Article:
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Senators hear hours of testimony on conversion therapy bill
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Senators hear hours of testimony on conversion therapy bill


A bill that would prohibit charging or advertising for conversion therapy drew much attention even before its hearing Thursday evening in front of the Nebraska Legislature's Judiciary Committee. 

Senators received hundreds of emails. And there were back-and-forth comments between supporters and opponents on social media starting days before the hearing. 

But Nebraskans and others still had a lot to say about the bill (LB167) at the Capitol, with stories on personal experiences with the therapy and professional opinions on its worth. The testimony went for more than three hours. 

Earlier in the day, the bill's introducer, Sen. Megan Hunt of Omaha, had announced she would ask to withdraw a companion bill that would make subjecting a child to conversion therapy, interventions meant to alter a person's sexual orientation or gender identity, a form of child abuse. 

"This practice is grounded in the incorrect and debunked belief that being LGBTQ is an undesirable affliction to be corrected," Hunt said. 

Medical and counseling professionals followed to testify that the therapy is ineffective and harmful. 

"Conversion, or reparative, therapies rely on the false premise that homosexuality or gender diverse identities are pathological," said child and adolescent psychiatrist Joan Daughton of Children's Hospital in Omaha. "Variations in sexual orientation and gender expression are normal components of human development and are not pathological." 

Adam Witte of Omaha testified he is a survivor of conversion therapy in Nebraska. He sought the treatment in 1998 when he was 16 and terrified of disappointing or angering his parents and his church community by coming out as gay. 

He had electroshock aversion therapy for 15 months, with shocks increasing in intensity. He chose to stop the therapy when the shock became so strong he was knocked unconscious and bit off a chunk of his tongue and bled profusely, he said.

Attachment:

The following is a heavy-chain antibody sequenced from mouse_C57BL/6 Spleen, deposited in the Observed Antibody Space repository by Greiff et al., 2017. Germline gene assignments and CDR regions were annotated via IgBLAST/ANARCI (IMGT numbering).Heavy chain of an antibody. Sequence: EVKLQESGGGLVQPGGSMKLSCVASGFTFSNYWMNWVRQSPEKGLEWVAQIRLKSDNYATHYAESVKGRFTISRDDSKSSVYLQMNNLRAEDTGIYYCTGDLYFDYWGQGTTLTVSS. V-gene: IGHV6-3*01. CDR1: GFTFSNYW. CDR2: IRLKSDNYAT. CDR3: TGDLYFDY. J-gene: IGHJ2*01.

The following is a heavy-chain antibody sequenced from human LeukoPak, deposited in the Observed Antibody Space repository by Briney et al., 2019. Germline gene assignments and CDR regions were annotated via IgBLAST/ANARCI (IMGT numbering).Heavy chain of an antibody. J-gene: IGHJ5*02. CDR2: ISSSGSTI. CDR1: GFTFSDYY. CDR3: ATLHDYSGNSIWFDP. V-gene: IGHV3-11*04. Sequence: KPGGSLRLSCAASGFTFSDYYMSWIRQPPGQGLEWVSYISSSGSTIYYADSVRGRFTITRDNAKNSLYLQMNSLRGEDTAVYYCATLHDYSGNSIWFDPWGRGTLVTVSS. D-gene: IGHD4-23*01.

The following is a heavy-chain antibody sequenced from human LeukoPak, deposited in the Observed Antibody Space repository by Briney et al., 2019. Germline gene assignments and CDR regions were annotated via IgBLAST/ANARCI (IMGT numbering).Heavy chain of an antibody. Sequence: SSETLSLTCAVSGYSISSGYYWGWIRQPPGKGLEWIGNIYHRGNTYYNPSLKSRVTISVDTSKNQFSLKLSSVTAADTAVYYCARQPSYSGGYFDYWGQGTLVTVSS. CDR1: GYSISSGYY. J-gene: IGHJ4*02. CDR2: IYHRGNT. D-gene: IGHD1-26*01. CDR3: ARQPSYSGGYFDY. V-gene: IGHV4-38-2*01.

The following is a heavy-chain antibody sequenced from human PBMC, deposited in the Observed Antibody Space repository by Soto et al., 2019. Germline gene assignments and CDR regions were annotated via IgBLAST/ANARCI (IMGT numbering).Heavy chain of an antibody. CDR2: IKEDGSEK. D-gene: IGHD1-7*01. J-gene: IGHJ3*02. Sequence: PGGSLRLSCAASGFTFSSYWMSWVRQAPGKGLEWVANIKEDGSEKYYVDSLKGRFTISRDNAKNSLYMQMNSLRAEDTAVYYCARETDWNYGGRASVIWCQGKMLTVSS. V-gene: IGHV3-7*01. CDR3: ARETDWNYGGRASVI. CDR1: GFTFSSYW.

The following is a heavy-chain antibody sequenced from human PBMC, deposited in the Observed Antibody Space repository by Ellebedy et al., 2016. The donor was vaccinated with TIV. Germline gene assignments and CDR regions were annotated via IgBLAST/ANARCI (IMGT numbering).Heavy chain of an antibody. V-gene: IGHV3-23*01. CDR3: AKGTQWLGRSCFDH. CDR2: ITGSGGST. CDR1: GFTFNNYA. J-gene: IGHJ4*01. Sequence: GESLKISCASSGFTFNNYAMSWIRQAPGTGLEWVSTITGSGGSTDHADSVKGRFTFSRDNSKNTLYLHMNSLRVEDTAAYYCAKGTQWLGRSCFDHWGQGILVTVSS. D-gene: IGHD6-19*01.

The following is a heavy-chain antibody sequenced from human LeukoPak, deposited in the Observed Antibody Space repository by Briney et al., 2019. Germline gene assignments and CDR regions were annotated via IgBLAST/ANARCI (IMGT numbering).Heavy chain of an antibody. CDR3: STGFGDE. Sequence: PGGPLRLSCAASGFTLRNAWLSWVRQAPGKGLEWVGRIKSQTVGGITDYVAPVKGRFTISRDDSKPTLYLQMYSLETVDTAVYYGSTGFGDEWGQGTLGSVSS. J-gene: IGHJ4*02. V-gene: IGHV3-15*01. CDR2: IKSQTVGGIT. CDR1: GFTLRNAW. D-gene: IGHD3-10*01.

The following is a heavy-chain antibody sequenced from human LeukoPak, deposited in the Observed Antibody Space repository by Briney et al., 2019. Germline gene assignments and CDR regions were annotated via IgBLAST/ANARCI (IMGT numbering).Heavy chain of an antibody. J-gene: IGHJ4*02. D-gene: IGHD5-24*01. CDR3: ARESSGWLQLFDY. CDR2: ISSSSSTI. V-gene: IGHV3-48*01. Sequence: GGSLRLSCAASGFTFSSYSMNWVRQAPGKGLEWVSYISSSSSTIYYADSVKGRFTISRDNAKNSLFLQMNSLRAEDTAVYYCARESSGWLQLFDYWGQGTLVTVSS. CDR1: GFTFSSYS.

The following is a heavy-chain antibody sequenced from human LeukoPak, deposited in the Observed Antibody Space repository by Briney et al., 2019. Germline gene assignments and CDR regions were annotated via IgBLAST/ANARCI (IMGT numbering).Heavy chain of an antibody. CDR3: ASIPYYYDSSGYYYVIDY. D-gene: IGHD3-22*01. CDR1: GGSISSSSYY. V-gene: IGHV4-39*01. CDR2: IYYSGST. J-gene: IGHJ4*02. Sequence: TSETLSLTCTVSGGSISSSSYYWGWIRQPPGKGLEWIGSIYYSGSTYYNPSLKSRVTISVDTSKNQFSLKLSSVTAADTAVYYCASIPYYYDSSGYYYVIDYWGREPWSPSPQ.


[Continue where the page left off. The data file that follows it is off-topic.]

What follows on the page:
"It had reached a level where I worried for my safety, yet I didn't feel any less same-sex attraction," he said. 

Many opponents followed with testimony that children, parents and counselors should have the right to decide what is best for a child's mental health. They recounted stories of people worried or confused about their sexual orientation and gender identity who sought and received caring therapy and who were able, as a result, to live fulfilled heterosexual lives. 

Gordon Opp of Lincoln said he sought counseling for unwanted sexual desires and had no regrets about his decision to work through his conflicting sexual orientation. 

Glenn Smith, the executive director of Camp Witness Bible Conference Association in Long Pine, said the bill puts his organization at risk.

The definition of conversion therapy in the bill is too loosely defined, he said, and doesn't allow a counselor to present an opposing opinion or to guide a child in a different direction. 

"I believe that LB167 could be interpreted to prohibit us from teaching what we believe is the biblical view of human sexuality" to kids who pay to come to his camp, Smith said. 

The hearing ended at 9:16 p.m. with Hunt telling those in the LGBTQ community: "It is brave, and it is courageous and it is revolutionary to be yourself in a world that contains a chorus of people that tells you that you should not exist.'

Reach the writer at 402-473-7228 or

On Twitter @LJSLegislature.


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